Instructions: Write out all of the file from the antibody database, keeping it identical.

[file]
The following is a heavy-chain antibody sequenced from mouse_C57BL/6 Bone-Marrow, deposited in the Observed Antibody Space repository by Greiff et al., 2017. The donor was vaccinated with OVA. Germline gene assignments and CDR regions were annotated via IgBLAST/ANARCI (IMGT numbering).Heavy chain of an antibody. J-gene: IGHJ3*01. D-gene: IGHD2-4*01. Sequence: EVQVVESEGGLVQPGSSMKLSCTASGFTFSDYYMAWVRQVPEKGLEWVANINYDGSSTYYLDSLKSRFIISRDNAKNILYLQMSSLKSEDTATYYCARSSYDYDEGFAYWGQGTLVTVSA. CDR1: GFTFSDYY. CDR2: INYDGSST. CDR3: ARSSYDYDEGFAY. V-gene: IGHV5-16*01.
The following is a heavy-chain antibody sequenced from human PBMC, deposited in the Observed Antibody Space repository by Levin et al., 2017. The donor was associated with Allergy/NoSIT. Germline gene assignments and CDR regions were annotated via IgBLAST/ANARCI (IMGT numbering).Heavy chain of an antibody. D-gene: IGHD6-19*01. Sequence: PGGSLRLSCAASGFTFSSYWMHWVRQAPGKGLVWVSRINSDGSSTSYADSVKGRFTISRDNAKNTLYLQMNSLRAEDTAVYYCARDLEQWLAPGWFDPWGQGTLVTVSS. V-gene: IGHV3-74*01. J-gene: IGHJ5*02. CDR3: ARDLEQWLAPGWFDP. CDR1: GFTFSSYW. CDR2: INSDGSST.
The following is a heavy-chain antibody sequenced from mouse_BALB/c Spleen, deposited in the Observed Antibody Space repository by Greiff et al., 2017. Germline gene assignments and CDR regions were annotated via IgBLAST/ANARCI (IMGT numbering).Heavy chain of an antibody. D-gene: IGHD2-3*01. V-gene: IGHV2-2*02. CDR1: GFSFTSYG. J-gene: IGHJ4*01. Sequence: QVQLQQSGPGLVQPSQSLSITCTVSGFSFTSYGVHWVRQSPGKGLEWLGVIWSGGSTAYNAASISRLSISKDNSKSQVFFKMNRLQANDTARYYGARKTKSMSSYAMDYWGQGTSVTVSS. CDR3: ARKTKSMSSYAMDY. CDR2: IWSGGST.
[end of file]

The following is a heavy-chain antibody sequenced from mouse_C57BL/6 Bone-Marrow, deposited in the Observed Antibody Space repository by Greiff et al., 2017. The donor was vaccinated with OVA. Germline gene assignments and CDR regions were annotated via IgBLAST/ANARCI (IMGT numbering).Heavy chain of an antibody. J-gene: IGHJ3*01. D-gene: IGHD2-4*01. Sequence: EVQVVESEGGLVQPGSSMKLSCTASGFTFSDYYMAWVRQVPEKGLEWVANINYDGSSTYYLDSLKSRFIISRDNAKNILYLQMSSLKSEDTATYYCARSSYDYDEGFAYWGQGTLVTVSA. CDR1: GFTFSDYY. CDR2: INYDGSST. CDR3: ARSSYDYDEGFAY. V-gene: IGHV5-16*01.
The following is a heavy-chain antibody sequenced from human PBMC, deposited in the Observed Antibody Space repository by Levin et al., 2017. The donor was associated with Allergy/NoSIT. Germline gene assignments and CDR regions were annotated via IgBLAST/ANARCI (IMGT numbering).Heavy chain of an antibody. D-gene: IGHD6-19*01. Sequence: PGGSLRLSCAASGFTFSSYWMHWVRQAPGKGLVWVSRINSDGSSTSYADSVKGRFTISRDNAKNTLYLQMNSLRAEDTAVYYCARDLEQWLAPGWFDPWGQGTLVTVSS. V-gene: IGHV3-74*01. J-gene: IGHJ5*02. CDR3: ARDLEQWLAPGWFDP. CDR1: GFTFSSYW. CDR2: INSDGSST.
The following is a heavy-chain antibody sequenced from mouse_BALB/c Spleen, deposited in the Observed Antibody Space repository by Greiff et al., 2017. Germline gene assignments and CDR regions were annotated via IgBLAST/ANARCI (IMGT numbering).Heavy chain of an antibody. D-gene: IGHD2-3*01. V-gene: IGHV2-2*02. CDR1: GFSFTSYG. J-gene: IGHJ4*01. Sequence: QVQLQQSGPGLVQPSQSLSITCTVSGFSFTSYGVHWVRQSPGKGLEWLGVIWSGGSTAYNAASISRLSISKDNSKSQVFFKMNRLQANDTARYYGARKTKSMSSYAMDYWGQGTSVTVSS. CDR3: ARKTKSMSSYAMDY. CDR2: IWSGGST.